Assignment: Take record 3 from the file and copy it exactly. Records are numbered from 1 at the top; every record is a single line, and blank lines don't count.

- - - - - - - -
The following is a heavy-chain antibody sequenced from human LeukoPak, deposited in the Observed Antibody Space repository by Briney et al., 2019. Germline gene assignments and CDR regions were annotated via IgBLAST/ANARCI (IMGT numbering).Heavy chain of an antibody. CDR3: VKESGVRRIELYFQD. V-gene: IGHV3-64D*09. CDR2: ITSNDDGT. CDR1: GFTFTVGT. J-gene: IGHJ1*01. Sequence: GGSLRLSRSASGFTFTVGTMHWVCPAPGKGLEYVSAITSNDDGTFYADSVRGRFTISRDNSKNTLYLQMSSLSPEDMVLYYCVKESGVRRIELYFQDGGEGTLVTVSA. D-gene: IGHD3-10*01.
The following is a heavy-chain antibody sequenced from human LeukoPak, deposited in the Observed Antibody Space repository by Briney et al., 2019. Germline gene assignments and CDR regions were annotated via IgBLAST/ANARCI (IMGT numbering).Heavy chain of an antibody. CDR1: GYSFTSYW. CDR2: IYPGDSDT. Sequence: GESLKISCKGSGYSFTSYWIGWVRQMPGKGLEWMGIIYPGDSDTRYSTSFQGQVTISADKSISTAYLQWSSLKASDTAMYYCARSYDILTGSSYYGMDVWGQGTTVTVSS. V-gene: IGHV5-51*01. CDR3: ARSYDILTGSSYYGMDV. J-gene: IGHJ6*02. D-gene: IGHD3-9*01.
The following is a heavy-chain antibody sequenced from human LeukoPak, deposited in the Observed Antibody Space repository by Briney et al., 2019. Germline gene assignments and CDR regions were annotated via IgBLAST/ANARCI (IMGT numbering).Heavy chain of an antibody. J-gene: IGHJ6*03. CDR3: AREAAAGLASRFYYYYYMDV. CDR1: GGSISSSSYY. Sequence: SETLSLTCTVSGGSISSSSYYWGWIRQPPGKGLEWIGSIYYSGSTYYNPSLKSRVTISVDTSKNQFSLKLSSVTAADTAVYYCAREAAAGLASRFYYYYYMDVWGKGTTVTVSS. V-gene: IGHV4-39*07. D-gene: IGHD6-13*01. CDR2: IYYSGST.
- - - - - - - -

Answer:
The following is a heavy-chain antibody sequenced from human LeukoPak, deposited in the Observed Antibody Space repository by Briney et al., 2019. Germline gene assignments and CDR regions were annotated via IgBLAST/ANARCI (IMGT numbering).Heavy chain of an antibody. J-gene: IGHJ6*03. CDR3: AREAAAGLASRFYYYYYMDV. CDR1: GGSISSSSYY. Sequence: SETLSLTCTVSGGSISSSSYYWGWIRQPPGKGLEWIGSIYYSGSTYYNPSLKSRVTISVDTSKNQFSLKLSSVTAADTAVYYCAREAAAGLASRFYYYYYMDVWGKGTTVTVSS. V-gene: IGHV4-39*07. D-gene: IGHD6-13*01. CDR2: IYYSGST.